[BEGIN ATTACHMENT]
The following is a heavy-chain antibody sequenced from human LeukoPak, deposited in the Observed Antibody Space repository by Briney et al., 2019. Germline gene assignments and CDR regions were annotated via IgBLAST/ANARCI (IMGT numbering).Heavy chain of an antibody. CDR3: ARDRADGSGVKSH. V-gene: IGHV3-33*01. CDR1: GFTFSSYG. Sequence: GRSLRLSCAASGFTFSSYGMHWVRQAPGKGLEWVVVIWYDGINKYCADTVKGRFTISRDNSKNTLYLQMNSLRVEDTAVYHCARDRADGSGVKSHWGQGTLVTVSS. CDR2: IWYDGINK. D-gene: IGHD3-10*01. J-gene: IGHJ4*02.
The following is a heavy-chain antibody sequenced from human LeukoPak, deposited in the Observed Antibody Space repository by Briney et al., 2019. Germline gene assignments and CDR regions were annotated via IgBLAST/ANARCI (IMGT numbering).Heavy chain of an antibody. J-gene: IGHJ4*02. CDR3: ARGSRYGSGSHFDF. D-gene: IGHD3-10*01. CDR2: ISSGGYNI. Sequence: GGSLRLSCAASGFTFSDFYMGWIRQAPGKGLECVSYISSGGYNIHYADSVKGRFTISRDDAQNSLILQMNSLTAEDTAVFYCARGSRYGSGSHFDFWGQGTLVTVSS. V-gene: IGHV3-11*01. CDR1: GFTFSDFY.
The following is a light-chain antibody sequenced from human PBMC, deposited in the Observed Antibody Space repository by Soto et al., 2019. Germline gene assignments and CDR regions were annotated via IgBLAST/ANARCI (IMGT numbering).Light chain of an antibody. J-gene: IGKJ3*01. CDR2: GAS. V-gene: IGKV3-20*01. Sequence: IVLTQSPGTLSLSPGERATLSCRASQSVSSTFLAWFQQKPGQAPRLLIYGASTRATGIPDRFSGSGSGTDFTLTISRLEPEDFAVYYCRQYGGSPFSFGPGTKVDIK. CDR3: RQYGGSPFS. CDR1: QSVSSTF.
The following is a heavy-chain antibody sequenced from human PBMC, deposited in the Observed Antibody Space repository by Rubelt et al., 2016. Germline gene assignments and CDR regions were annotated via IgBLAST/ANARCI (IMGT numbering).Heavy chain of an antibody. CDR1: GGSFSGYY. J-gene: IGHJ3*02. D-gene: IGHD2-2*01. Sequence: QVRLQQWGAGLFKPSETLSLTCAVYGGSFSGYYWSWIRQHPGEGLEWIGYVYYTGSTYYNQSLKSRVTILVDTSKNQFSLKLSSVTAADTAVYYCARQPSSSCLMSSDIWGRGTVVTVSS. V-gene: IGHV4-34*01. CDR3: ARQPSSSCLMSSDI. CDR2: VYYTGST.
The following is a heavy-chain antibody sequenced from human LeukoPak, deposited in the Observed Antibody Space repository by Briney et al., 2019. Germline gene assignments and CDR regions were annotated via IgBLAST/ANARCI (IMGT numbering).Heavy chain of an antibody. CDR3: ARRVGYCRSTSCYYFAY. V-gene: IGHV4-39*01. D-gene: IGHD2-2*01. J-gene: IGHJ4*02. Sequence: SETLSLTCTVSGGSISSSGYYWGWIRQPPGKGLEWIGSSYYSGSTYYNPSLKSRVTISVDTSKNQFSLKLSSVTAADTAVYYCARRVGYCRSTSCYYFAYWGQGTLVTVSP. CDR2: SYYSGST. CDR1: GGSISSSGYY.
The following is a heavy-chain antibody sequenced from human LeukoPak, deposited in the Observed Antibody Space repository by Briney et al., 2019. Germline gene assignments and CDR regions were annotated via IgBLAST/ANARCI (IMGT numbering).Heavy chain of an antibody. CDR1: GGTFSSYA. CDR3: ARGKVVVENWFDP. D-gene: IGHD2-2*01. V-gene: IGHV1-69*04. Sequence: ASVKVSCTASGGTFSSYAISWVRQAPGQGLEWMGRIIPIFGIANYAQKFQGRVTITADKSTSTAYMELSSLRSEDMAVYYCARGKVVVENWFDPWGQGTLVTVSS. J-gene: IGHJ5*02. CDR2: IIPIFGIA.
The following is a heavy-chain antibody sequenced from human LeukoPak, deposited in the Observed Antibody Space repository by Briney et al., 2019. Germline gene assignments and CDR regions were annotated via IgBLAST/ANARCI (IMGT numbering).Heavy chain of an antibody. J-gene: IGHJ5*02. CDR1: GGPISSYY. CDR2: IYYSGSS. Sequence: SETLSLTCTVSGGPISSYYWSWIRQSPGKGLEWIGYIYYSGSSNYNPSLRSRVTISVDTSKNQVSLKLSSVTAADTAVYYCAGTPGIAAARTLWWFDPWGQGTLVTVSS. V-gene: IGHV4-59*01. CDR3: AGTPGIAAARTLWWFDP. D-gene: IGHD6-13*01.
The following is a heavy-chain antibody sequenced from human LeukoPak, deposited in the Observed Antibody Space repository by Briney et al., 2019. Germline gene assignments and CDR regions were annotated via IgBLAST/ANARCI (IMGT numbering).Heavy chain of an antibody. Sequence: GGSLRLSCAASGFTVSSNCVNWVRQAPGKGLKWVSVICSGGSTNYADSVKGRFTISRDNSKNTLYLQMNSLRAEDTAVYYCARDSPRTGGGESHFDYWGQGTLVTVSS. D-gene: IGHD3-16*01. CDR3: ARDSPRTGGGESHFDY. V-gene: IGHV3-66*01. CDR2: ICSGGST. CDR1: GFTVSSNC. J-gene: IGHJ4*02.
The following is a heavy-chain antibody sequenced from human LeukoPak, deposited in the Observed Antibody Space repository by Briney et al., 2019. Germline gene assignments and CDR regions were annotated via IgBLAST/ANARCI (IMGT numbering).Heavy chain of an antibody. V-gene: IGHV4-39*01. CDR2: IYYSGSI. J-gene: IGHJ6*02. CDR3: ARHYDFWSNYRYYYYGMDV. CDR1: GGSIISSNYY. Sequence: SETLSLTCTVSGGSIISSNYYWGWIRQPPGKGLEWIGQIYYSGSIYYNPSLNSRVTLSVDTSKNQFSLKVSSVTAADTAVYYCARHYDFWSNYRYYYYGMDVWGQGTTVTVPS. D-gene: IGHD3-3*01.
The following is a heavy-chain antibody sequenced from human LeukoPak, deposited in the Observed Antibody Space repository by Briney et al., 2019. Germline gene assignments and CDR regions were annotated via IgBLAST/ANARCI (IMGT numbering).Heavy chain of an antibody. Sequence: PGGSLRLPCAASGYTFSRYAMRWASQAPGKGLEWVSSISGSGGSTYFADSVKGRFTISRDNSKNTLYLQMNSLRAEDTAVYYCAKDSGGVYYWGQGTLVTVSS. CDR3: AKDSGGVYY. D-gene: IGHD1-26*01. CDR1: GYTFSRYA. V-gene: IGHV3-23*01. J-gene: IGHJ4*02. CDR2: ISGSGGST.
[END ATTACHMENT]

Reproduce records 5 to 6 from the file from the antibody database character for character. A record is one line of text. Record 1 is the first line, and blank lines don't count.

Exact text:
The following is a heavy-chain antibody sequenced from human LeukoPak, deposited in the Observed Antibody Space repository by Briney et al., 2019. Germline gene assignments and CDR regions were annotated via IgBLAST/ANARCI (IMGT numbering).Heavy chain of an antibody. CDR3: ARRVGYCRSTSCYYFAY. V-gene: IGHV4-39*01. D-gene: IGHD2-2*01. J-gene: IGHJ4*02. Sequence: SETLSLTCTVSGGSISSSGYYWGWIRQPPGKGLEWIGSSYYSGSTYYNPSLKSRVTISVDTSKNQFSLKLSSVTAADTAVYYCARRVGYCRSTSCYYFAYWGQGTLVTVSP. CDR2: SYYSGST. CDR1: GGSISSSGYY.
The following is a heavy-chain antibody sequenced from human LeukoPak, deposited in the Observed Antibody Space repository by Briney et al., 2019. Germline gene assignments and CDR regions were annotated via IgBLAST/ANARCI (IMGT numbering).Heavy chain of an antibody. CDR1: GGTFSSYA. CDR3: ARGKVVVENWFDP. D-gene: IGHD2-2*01. V-gene: IGHV1-69*04. Sequence: ASVKVSCTASGGTFSSYAISWVRQAPGQGLEWMGRIIPIFGIANYAQKFQGRVTITADKSTSTAYMELSSLRSEDMAVYYCARGKVVVENWFDPWGQGTLVTVSS. J-gene: IGHJ5*02. CDR2: IIPIFGIA.